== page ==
Tecnica Zero G Guide Pro Boots ReviewApril 3, 2017
- Stiff with a 130 flex rating
- Solid, firm fit
- Hard charging
- Lift Lock buckles stay clear
- Not enough flex
- Heavy for a true AT boot
- 40° cuff rotation requires all buckles to be open
The Tecnica Zero G Guide Pro Boots are light enough for slack and backcountry ski touring but not light enough to be considered a dedicated ski touring boot. They can’t compete with the likes of the La Sportiva Spectre 2.0 Boots on the skin track but they are much stiffer and can ski more technically demanding terrain with confidence. The liners are very plush and provide more comfort than most other alpine touring liners but the toe box is cramped so your toes can get cold.
A single ski boot that can backcountry tour as well as ski laps at the resort is a rare combination. The Tecnica Zero G Guide Pro Boots are light enough with adequate flex to climb while still being stiff enough to tackle any terrain and snow conditions.
With four buckles the Zero G Guide Pro Boots provide great foot hold and offer a multitude of fit options. Because there is no single buckle directly over the arch, seating the ankle in the back of the boot’s spine can require ratcheting the buckles tighter than one would like. The heat mouldable Palau liners cushion your shins and the minimal seams provide optimal foot comfort and customization without hot spots. Traditional alpine touring liners are typically thinner in order to save weight, which also makes them colder, however the Palau liners are very warm even on colder days. The 99mm last on the Zero G Pro’s provide a snug fit for an average foot but the toe box can be cramped.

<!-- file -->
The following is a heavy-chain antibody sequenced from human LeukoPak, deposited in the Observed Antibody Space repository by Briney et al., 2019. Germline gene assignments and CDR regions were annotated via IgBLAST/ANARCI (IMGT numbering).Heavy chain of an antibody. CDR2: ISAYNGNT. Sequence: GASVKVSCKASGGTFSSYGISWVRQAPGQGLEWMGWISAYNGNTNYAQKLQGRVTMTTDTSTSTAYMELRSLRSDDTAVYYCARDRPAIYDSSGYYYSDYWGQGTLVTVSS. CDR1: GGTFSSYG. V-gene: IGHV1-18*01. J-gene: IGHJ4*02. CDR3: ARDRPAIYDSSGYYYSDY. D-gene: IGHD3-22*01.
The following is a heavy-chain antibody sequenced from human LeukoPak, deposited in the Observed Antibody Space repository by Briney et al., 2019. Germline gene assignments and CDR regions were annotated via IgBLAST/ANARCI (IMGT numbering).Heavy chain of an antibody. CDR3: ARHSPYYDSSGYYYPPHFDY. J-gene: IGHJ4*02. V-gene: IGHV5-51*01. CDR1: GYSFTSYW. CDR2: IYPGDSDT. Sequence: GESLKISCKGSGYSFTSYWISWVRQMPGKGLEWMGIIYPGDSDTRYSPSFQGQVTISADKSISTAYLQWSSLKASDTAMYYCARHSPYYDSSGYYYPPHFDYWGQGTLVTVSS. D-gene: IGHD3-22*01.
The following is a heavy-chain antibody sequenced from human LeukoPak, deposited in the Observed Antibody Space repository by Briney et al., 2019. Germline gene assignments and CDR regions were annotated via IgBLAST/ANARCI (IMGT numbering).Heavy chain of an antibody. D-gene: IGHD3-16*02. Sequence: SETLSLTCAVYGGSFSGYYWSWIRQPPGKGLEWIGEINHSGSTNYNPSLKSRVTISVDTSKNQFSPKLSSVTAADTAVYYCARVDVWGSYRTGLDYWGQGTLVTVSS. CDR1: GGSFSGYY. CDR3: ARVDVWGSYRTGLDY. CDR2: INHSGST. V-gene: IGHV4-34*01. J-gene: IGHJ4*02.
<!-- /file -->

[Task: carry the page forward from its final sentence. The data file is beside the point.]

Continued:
The Tecnica Zero G Guide Pro Boots utilize a “Power Light Design” which uses a 30% thinner shell and a polyester frame material which is 2.5 times stiffer than other alpine touring boots. This allows the Zero G Guide Pro’s to weigh only 3.36 pounds for size 26.5. While this won’t break any records, it’s within the realm of the ‘lightweight’ category in the touring boot world.
The traditional alpine overlap design of the Zero G Guide Pro Boots and its additional weight (compared to lighter weight alpine touring boots), provide enough power to drive fatter skis such as the 184cm Volkl V-Werks Katanas that were worn during testing. They’re also beefy enough to take on burly backcountry lines and variable snow conditions.
With 44° of cuff rotation, the Zero G Guide Pro Boots don’t provide enough flex to be a super star on the up track. While it’s adequate for an all day tour, it’s not enough to qualify as a dedicated ski touring boot for multi-day tours and traverses. The ski/walk mechanism, located on the spine of the boot, is easy to use however the attached cord is not nearly large enough to grasp with gloves.
The Zero G Guide Pro Boots are a do-it-all kind of alpine touring boot. They can shred pow in the backcountry and also ski the resort, but don’t expect them to perform as well as a dedicated boot designed specifically for their respective fields.
Brad Steele is the co-creator of BackcountrySkiingCanada.com, a one-stop-shop for skiers and riders seeking timely, on-the-money information. BackcountrySkiingCanada.com is where you’ll find route descriptions, product reviews, guides, videos, comps and other like minded people who are as amped on ski touring as you are.